Up next was Puerto Viejo, Old Town. We had done an abundant amount of research on Costa Rica’s Caribbean coast and Puerto Viejo, as one of the main towns, was something we had been looking forward to. We had images of some fantastical, little explored reggae town dancing in our mind, only to be confronted with a deadbeat town, full of shacks and dubious individuals. Only when back in the UK did we realise that we hadn’t any pictures of Puerto Viejo. Why? Frankly, because there isn’t anything to take a picture of. The only saving grace of Puerto Viejo is a little gelateria, Deelite, run by a squad of young Italians who might help you barter a fair price for a taxi if they’re around.

We had booked to stay at Hotel Formentera Playa. You can read about our stay here.

Needless to stay, it resembled a hostel rather than a hotel. Our next hotel, a string of casitas, which we had believed, in all sincerity, could only be better than the previous, was so dire it made us change our plans for the rest of the trip and we headed to San Jose the very day.

Our bad experience was exacerbated by the triple-fried nachos and some paltry, tasteless ‘guacamole’ at neighbouring Banana Azul….a bastardisation of all that is good and holy of Mexican food. The manager would send us several repeat emails over two days of ‘special offers’ (the same price when we enquired on the spot) to stay there, having said we were journalists.


A note on Puerto Viejo: it is the problem of developing countries, that they only look to immediate returns, rather than long-term prosperity. Our drive from Cahuita to Puerto Viejo – $2 should Uber exist there – cost us $20. The estate agents who we had engaged to show us land showed us only their ‘friend’s nice plot’ and not a single property we had requested. The properties they showed us were as high as $40 square-meter – something we smiled at wryly as we passed roadside signs advertising land for $4-$5 per square meter. It is the unwholsome attitude of squeezing as much money out of you as is possible that permeates every drop of humidity and C02 in Puerto Viejo. Sure, it is possible to bargain a price on everything – and if that’s your forte, then give it a shot – otherwise it’s just a fool’s paradise.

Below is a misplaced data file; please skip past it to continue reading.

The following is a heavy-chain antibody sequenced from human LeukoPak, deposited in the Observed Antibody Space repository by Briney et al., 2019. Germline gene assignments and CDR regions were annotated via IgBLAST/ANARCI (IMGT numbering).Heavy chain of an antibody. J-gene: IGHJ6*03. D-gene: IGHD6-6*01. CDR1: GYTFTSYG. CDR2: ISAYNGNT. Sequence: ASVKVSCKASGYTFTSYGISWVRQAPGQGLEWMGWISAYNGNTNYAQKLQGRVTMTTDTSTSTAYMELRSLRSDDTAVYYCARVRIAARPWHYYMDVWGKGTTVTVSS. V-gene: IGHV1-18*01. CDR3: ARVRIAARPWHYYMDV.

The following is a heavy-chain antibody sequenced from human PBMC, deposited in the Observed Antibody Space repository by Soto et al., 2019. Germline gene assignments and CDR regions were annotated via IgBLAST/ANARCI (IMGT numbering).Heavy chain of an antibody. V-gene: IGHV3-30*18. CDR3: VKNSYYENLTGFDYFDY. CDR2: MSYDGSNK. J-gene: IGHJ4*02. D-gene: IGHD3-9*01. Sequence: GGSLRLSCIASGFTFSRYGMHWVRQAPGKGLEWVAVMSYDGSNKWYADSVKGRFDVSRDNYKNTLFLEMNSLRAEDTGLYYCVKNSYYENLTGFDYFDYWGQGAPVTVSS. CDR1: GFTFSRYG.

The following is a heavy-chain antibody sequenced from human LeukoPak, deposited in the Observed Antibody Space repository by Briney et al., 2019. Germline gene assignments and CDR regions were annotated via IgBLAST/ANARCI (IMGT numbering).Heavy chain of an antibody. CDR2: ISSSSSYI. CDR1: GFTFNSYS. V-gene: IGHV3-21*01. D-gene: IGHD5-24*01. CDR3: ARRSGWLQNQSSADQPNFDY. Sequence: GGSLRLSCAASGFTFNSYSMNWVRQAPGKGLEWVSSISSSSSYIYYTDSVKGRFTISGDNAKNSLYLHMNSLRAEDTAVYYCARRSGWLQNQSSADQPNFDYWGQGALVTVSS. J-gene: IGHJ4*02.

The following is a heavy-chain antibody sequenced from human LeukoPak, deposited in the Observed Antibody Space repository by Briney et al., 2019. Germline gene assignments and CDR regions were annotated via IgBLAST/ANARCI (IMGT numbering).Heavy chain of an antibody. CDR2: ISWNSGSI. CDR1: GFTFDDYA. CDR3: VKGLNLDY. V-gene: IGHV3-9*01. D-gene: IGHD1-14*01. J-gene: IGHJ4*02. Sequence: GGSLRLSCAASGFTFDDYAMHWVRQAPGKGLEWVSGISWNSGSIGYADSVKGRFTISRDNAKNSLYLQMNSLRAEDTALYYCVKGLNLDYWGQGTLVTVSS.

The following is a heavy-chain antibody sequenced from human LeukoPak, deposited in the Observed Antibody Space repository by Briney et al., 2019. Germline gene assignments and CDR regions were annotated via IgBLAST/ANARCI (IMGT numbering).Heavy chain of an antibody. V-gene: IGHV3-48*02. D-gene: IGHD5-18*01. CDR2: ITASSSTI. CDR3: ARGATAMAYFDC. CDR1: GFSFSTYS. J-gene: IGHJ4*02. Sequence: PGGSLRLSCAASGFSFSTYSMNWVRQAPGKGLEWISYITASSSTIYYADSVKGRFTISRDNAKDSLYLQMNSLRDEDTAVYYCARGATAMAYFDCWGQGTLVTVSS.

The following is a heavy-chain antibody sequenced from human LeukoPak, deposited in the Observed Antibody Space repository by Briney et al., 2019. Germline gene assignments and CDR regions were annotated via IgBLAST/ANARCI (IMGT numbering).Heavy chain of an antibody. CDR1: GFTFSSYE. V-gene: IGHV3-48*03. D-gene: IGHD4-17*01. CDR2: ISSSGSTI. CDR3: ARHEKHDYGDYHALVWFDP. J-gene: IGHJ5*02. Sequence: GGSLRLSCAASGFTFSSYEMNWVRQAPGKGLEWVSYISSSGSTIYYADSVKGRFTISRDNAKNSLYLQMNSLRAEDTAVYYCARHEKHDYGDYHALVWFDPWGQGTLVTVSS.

Hammocks for $90, which cost $5 in Colombia hang in shacks of a shop and men ogle you as you sit with an ice cream. Food is overpriced, packaged (only bananas, it seems are fresh), fried….beware of eating salads as it might be fertilised with human manure. Everybody’s in it to win something, and you are the low hanging-fruit for being lured to a place as desolate as it is dirty, with the expectation of some paradise that it never was.
We survived on doritos and coconuts for our two days there.


San Jose is up next and boy were we happy to be going. We had booked a hotel at Hotel and Suites Rincon de Valle. You can read about it here. The journey, about 5 hours with a 20 minute stop in Limon, is seamless. The only terrifying thing is driving through the National Park outside of San Jose at night. It is so foggy that the driver can literally see only a meter in front of him. Shut your eyes: you’ll arrive there safely.

The only irritating thing are the taxis who try to fleece you at the bus stop. They ask for $40 to take us down-town (Uber doesn’t connect at the bus station) and it is NOT metered. We scoffed at this (almost the cost of our hotel!) and managed to stumble upon a Police Station who informed us it was in fact a $4 ride (we ended up paying $6 after they had personally hailed one for us).


The next day we booked a flight to Guadalajara, determind to get out of Costa Rica. Luck would have it that, due to contruction work, we were stuck waiting in traffic for one hour.

Our airline, Volaris, had sent no information on this (as airlines at international airports often do). When we finally arrived at the airport, with 50 minutes till our flight’s departure, we arrived to find NOT A SINGLE EMPLOYEE at the Volaris desk. It took us a good ten minutes to find one only to get an unequivoal answer that they would not put us on that flight, despite only having hand luggage….
A sober reminder that this is not Europe! Any and every European country would do their utmost to put you on an international flight. In Costa Rica, they simply don’t care.

We went to the Volaris headquarters there to see the employees working hard….


We went back to speak to the manager as one of the employees promised to find us and speak to us….over an hour ago. We thanked him for the courteousness shown us. The result was they just laughed. I sincerely hope that Volaris read this – and our other print and digital publications – as frankly, in Europe, this kind of customer ‘service’ would result in the entire team being fired.

In short, we recommend ANY CARRIER BUT VOLARIS. Copa, for example, services the Americas excellently and it is with this superior airline that we took a flight to Panama and then Colombia, which was actual heaven compared to the dastardly habits of those in Costa Rica and the filth of the country. (I flew in with plans of creating a villa development; my flight out was with a vow to never return.)

Is this the definition of a developing country? I wonder. I’m firmly shutting down the lid on Costa Rica’s Caribbean coast – and the rest of the country, for that matter.

Read about out connecting trip into the beautiful Colombia.